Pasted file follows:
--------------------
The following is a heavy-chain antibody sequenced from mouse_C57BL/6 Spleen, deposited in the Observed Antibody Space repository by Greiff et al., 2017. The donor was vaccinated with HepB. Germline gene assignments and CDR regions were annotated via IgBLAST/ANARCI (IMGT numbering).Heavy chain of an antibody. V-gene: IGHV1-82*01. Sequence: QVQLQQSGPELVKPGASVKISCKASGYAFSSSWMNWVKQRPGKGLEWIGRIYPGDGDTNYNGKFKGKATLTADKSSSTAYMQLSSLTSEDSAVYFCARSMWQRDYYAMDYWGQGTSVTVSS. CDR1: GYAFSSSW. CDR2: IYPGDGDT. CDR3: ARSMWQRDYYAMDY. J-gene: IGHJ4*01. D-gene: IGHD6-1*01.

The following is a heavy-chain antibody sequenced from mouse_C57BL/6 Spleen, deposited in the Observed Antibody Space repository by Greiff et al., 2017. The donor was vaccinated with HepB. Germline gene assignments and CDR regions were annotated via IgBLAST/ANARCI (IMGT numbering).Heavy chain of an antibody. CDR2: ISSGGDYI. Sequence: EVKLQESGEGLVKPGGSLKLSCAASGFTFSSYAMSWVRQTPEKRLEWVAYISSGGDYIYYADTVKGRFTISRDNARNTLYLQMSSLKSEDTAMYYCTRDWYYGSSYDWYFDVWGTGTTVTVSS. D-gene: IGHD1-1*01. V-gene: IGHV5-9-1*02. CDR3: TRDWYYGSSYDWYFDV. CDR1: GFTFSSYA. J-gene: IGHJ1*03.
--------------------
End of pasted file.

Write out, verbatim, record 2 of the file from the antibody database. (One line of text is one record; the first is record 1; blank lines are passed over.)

The following is a heavy-chain antibody sequenced from mouse_C57BL/6 Spleen, deposited in the Observed Antibody Space repository by Greiff et al., 2017. The donor was vaccinated with HepB. Germline gene assignments and CDR regions were annotated via IgBLAST/ANARCI (IMGT numbering).Heavy chain of an antibody. CDR2: ISSGGDYI. Sequence: EVKLQESGEGLVKPGGSLKLSCAASGFTFSSYAMSWVRQTPEKRLEWVAYISSGGDYIYYADTVKGRFTISRDNARNTLYLQMSSLKSEDTAMYYCTRDWYYGSSYDWYFDVWGTGTTVTVSS. D-gene: IGHD1-1*01. V-gene: IGHV5-9-1*02. CDR3: TRDWYYGSSYDWYFDV. CDR1: GFTFSSYA. J-gene: IGHJ1*03.